Sisters of St. Joseph of Lyon, from left, are Lorraine Rioux, Janet Gagnon, Rita Bujold, Angela Fortier, Marcelle Roy, Dorine Moreau, Judy Donovan and Marie Line Rioux. Contributed photo

JACKMAN — Members of the Sisters of St. Joseph of Lyon journeyed from Winslow to Jackman on Sept. 14 to honor those who came before them.

The day marked the 115th anniversary of the arrival of six sisters from Lyon, France, beginning a legacy of service in Maine that continues to this day.

“For us, this pilgrimage was no mere exercise in nostalgia or trip down memory lane, it was important for energizing our mission today. In our sacramental tradition, memory is inextricably tied to mission. We wanted to remember and honor our pioneer sisters and Fr. [Joseph] Forest in order to recall God’s goodness and take nourishment and inspiration for our own living the same mission today,” said Sister Judy Donovan, leader of the Sisters of St. Joseph of Lyon in Maine, according to a news release from the Roman Catholic Diocese of Portland.

The sisters’ pilgrimage took them to St. Anthony Cemetery, where they placed red roses on the simple white headstones that mark the final resting places of the sisters who served in the area, as well as at the gravesite of Forest, the founding pastor of St. Anthony of Padua Parish in Jackman, who helped to bring those first sisters to Maine.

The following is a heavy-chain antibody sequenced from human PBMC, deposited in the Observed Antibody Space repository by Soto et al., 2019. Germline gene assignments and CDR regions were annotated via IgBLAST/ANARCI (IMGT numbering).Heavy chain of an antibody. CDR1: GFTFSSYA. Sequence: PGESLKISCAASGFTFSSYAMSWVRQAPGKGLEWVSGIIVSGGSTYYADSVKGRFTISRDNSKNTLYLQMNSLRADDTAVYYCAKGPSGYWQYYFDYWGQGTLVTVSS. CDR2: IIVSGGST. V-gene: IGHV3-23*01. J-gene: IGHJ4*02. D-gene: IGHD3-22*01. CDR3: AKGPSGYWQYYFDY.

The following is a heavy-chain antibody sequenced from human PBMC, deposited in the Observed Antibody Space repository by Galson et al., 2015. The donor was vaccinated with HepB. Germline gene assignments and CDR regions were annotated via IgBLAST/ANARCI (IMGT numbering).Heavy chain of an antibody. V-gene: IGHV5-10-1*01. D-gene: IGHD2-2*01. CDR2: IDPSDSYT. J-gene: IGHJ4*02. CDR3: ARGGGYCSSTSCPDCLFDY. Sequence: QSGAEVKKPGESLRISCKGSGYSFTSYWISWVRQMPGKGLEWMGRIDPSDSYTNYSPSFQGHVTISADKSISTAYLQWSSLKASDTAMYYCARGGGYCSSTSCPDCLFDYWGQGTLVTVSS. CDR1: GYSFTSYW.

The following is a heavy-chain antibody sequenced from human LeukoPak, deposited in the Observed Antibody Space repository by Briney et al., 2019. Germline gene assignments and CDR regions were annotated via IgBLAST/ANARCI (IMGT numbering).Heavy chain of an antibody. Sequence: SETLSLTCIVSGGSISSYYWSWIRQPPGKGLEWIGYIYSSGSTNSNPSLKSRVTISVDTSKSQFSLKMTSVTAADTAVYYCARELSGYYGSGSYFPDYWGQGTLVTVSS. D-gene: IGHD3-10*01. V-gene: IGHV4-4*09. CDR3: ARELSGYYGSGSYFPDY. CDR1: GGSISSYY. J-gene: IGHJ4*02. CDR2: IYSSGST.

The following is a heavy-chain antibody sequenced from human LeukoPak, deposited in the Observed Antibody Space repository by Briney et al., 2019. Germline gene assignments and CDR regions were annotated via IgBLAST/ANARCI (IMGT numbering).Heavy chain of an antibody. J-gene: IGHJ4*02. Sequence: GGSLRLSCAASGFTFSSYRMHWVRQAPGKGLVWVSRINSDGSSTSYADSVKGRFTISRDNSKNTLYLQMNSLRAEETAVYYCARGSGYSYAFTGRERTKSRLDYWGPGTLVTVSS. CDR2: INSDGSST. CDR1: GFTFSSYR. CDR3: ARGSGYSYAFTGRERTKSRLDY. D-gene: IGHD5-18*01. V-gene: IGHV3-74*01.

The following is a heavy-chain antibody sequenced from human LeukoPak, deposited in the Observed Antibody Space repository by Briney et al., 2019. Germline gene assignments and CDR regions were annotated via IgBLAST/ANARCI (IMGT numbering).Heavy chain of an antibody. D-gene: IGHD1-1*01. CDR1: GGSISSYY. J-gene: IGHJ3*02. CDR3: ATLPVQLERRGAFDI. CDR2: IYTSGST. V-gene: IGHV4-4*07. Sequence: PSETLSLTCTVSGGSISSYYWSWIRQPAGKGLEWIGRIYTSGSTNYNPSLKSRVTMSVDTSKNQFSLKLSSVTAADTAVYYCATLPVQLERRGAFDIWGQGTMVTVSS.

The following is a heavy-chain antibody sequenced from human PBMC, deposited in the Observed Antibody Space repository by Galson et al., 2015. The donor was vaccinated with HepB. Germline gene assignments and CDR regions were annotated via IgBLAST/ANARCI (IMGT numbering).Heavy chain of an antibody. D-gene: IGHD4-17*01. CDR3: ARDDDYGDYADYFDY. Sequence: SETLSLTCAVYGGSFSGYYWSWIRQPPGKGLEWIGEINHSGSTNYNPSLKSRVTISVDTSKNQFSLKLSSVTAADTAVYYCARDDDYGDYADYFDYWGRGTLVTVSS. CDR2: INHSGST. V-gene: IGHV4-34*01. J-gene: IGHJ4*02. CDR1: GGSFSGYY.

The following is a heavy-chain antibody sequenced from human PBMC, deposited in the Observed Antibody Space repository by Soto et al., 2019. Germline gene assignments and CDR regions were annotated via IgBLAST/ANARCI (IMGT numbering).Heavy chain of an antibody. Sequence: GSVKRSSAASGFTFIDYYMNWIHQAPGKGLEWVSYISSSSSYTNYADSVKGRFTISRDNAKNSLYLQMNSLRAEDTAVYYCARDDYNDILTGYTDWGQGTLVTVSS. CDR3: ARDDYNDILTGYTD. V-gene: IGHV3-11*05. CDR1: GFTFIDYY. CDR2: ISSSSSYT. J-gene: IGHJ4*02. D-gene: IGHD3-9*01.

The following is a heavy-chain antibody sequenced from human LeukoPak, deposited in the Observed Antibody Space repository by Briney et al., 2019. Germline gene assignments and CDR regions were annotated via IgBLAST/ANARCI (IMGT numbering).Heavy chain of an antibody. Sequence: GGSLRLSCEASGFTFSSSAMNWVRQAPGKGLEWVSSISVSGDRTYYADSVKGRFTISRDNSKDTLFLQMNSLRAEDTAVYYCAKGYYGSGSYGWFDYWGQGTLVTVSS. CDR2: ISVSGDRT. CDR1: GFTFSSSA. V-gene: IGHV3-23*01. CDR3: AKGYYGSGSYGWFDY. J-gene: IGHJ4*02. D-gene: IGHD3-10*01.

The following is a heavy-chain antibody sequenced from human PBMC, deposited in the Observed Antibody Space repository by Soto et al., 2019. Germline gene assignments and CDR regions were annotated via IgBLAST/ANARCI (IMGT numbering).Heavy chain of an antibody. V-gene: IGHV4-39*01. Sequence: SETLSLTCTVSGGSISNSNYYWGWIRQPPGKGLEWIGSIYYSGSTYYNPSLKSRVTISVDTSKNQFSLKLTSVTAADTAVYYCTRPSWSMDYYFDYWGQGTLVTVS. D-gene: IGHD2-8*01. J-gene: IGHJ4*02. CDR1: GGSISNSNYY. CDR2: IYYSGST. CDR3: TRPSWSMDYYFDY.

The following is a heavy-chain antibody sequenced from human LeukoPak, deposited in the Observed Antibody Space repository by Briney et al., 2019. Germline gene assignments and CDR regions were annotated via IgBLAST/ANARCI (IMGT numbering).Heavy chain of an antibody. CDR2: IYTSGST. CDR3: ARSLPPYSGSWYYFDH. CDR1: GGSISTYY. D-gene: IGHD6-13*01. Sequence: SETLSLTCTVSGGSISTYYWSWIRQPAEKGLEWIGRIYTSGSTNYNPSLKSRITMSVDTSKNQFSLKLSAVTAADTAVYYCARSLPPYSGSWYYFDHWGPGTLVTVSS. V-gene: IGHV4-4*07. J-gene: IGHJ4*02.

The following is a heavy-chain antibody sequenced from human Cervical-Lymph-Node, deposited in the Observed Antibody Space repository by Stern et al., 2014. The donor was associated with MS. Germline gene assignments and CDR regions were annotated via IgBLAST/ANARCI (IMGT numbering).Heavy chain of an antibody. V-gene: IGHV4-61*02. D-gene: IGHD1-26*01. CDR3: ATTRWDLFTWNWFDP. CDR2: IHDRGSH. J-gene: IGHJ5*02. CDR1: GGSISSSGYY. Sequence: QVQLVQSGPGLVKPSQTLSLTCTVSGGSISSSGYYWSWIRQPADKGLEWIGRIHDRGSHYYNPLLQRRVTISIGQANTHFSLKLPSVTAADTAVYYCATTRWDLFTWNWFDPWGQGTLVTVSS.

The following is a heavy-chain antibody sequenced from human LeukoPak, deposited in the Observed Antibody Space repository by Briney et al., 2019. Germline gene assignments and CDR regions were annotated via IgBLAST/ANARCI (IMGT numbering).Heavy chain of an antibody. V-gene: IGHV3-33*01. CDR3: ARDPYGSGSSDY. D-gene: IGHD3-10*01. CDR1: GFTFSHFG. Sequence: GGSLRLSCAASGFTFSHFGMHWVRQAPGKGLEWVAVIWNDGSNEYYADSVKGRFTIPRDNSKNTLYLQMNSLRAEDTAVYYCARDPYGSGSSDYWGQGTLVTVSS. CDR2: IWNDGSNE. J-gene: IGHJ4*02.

The sisters from Winslow then joined with St. Anthony of Padua parishioners for a Mass in the cemetery, which was celebrated by Fr. Hyacinth Fornkwa.

At the conclusion of the Mass, Sister Janet Gagnon shared some of the history of the sisters, who had come to the rural community to educate schoolchildren. They had left France during the time of laicization, when a new law forbade the sisters from wearing their habits while teaching in government schools. It led to a great missionary movement, with sisters leaving France to minister elsewhere, including the United States and Canada.

“It was the greatest movement of the time. Imagine, these were French sisters who culturally were not prepared to go to another country, but they went willingly and adapted,” said Sister Janet.

It was through a connection with sisters serving in Fall River, Massachusetts, that Forest arranged for sisters to come to Jackman to teach schoolchildren there. He agreed to build them a convent.